On the way home, moving slowly with the flow of congested Nashville traffic, I recall Christmas mornings from my childhood. My middle class parents went out of their way to create a spectacle for myself and sister. We awoke on Christmas morning to toys spread across the furniture and overflowing stockings. Rushing into the living room sent excitement through my scrawny body and the heap of toys felt like a dream come true. I spent the day constructing race tracks and model rockets and playing video games. Grandparents, aunts, and uncles visited to admire the loot we collected and I was happy to offer a tour of the goods. I was undeniably spoiled. I look up and glance in the rearview mirror at my son, spinning the wheels of a Matchbox car with his tiny fingers, and my heart sinks at the thought of him not opening a Hatchimal on Christmas day.
At home, I search online for the popular toy. I discover a Hatchimal online costs anywhere between two to three hundred dollars, nearly five times their retail price. On the company’s website a note is posted to temper expectations, making clear the overwhelming demand has created a shortage that cannot be overcome this month. The note offers a dose of reality that crushes any delusional hope inside me. In light of this newfound information, my chances of purchasing a Hatchimal seem non-existent, yet the rest of the day the fuzzy creature refuses to slip out of my mind. I feel embarrassed for falling this far down the Hatchimal frenzy hole.
Later in the evening, on the couch, I ask my wife, “Do you know what a Hatchimal is?” “A what,” she says. “A Hatchimal, it’s the popular toy right now.” “I don’t think I care.” “You will if you see the video.” I interrupt her television show to make her watch. “That thing is silly,” she says after watching. “What?” “Yeah, I can tell you are obsessed with it too.” “Picture our son opening it on Christmas morning, he would love it.” She grins. “This is not about him, it’s about you.” I shake my head. She continues, “I know you, I can see your gift giving obsession coming out.” I scrunch my face denying the claim. She warns me not to hide a box of Hatchimals in the house.
Later, lying in bed, staring at the dim ceiling, my wife’s words stick in my brain. This is not about him, it’s about you. As an adult, I’ve often swung from one end of the holiday gift giving spectrum to the other, either indulging in the consumerism or becoming overly critical of it. Wallowing in it or scoffing at the gross materialism. Part of me loves to give gifts because I get a kick out of it and there is also a part of me disturbed by the mindless consumption of stuff we will toss out or dump at the thrift store by the end of next year. This unbalanced way of life and its impact on the rest of the world leaves me feeling guilty.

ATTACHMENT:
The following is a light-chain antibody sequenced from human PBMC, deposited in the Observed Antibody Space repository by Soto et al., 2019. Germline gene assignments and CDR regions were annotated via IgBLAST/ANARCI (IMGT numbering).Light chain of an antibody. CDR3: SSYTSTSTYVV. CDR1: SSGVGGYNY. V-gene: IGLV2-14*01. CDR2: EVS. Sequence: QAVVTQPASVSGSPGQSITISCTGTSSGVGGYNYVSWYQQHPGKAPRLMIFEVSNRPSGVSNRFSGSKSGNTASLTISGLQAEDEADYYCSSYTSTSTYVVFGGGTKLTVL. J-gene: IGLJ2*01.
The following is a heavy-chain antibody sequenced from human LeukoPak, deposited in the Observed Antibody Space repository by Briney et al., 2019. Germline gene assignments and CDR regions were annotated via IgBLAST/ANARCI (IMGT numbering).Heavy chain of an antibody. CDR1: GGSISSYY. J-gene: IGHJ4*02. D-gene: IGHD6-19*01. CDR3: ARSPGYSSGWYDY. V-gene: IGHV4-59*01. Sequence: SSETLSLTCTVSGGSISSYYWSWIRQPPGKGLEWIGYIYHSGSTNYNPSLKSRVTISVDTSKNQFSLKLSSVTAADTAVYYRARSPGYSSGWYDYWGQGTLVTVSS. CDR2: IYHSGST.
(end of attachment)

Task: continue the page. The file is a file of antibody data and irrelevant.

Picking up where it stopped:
But the part that bothers me most is the reality that I’ve spent my life relying on things, material possessions, to feel good about myself. To name a few: toys, collectibles, cars, books. The list could go on but I dont’ feel like naming them all. And I don’t pretend my dysfunction is unique, it is probably the norm in our “throw away culture” that encourages consumption of goods at every turn. In this regard, I am not a special snowflake but I am reckoning this holdiay season with my own materialism. I can’t pretend it doesn’t exist. I can’t push it into a dark corner. I’ve spent my three decades on this earth shoving things into the void in my soul thinking it would make me feel better but it only left me empty, searching for something substantial.
After a restless night, my Hatchimal obsession fades but on the days leading to Christmas, out of curiosity, I keep my eye on Hatchimal prices and watch as sellers lose their nerve. The prices drop signficanltly. Three days before Christmas, you can purchase a Hatchimal for about a hundred dollars on Ebay. My fingers are eager to click the Buy It Now button and somehow justify the order to my wife. I try to rationalize paying a hundred dollars for the spotted egg, but something inside me does not budge, probably my commitment to paying our mortgage. I shut the laptop screen.
Looking back, my childhood toys are long gone, most of them discarded, probably piled in a landfill somewhere unknown. I do not long for them now; rather, I cherish memories of eating sausage balls with cousins, studying the Advent calendar with my sister, and putting together puzzles with parents freed from work responsibilities. At age thirty-six, these are the moments that stick with me.
I’m making peace with the reality I will not get my hands on a Hatchimal this Christmas. I’m okay with it. I don’t need to pay a small fortune for a programmed creature in an egg to create a sense of wonder in my son. He’s already got it.